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Fricke, Tom E. 1995. "Culture Theory and Population Process: Toward a Thicker Demography." PSC Research Report No. 95-335. July 1995.
One of the most important developments in recent decades of demographic theorizing and practice is the recognition that much of the explanation for variation in demographic and family behaviors is not reducible to economic factors alone--that the explanation must also be attributed to subjective factors inhering in systems of meaning. This recognition permeates a wide range of work from historical studies of European transitions, to contemporary research in North America, to studies of demographic transition in non-Euro-American societies. While non-anthropological demographers have long recognized and been receptive to methods intended to capture information at these levels, they have been less likely to follow conceptual debates on the nature of culture. The predictable outcome is the antique feel of the uses to which cultural concepts are put by many contemporary demographers. More seriously, an inadequate definition of culture and its relationship to other levels of social analysis hinders research into the very motivational contexts of demographic behavior found to be so important.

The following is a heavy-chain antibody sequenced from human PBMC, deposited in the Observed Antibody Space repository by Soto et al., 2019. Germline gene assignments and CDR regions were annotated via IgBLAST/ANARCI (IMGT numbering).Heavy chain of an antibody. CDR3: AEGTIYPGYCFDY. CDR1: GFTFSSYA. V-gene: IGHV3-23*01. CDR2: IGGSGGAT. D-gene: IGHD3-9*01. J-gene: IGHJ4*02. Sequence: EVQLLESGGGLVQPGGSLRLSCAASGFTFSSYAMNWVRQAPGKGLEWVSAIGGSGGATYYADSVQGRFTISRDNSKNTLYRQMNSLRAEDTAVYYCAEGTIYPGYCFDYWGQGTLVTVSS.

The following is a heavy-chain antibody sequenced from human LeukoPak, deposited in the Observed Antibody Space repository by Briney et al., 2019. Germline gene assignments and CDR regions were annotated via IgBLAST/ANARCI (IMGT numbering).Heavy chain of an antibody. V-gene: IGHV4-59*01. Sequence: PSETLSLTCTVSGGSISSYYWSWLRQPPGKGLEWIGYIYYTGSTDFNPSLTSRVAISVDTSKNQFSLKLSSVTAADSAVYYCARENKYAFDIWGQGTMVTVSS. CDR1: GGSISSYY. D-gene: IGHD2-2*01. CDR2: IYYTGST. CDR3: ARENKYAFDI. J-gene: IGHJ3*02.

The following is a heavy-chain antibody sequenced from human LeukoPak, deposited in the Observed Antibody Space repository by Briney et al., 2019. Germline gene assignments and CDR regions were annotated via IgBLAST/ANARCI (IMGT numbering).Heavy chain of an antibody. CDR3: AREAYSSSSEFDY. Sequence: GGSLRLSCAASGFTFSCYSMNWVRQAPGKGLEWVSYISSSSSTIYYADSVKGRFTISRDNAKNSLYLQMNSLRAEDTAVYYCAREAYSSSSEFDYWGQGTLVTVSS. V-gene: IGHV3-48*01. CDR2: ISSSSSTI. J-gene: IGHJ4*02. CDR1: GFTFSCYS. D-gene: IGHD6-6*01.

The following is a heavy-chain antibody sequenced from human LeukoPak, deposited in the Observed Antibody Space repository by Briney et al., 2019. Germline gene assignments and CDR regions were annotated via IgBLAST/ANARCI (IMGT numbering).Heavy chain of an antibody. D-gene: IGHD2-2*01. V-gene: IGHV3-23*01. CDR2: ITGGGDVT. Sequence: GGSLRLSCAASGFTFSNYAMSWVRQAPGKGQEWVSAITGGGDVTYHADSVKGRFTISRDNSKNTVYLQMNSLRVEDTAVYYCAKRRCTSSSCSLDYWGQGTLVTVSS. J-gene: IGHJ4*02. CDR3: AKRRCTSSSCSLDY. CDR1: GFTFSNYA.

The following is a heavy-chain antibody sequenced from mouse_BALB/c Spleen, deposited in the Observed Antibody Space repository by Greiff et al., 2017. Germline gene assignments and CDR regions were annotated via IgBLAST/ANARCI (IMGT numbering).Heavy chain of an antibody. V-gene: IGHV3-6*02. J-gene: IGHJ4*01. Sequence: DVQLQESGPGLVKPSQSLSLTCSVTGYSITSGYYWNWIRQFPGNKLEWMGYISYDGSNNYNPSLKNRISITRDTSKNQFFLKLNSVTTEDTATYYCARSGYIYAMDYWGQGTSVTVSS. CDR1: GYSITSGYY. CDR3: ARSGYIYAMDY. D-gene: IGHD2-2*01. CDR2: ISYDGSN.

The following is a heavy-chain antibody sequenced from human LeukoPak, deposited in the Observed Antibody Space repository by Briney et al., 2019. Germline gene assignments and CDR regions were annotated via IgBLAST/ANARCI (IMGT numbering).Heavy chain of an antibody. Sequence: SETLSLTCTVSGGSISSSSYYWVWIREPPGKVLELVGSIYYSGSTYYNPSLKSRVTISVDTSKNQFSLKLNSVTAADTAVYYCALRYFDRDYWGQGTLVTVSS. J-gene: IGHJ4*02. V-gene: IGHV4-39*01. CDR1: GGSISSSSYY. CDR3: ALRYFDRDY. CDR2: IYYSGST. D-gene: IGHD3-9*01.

In this report, the author continues a discussion most recently entered into by anthropologists such as Susan Greenhalgh and Eugene Hammel by arguing for the importance of culture as a contextual level analytically distinct from, yet related to, social and individual levels. This discussion begins by characterizing demography's current situation as one of "epistemological crisis" requiring a rethinking of fundamentals for solution. The author suggests some of the methodological implications of a conceptualization of social reality that joins the three levels of culture, society, and the individual and provides examples from research in Nepal.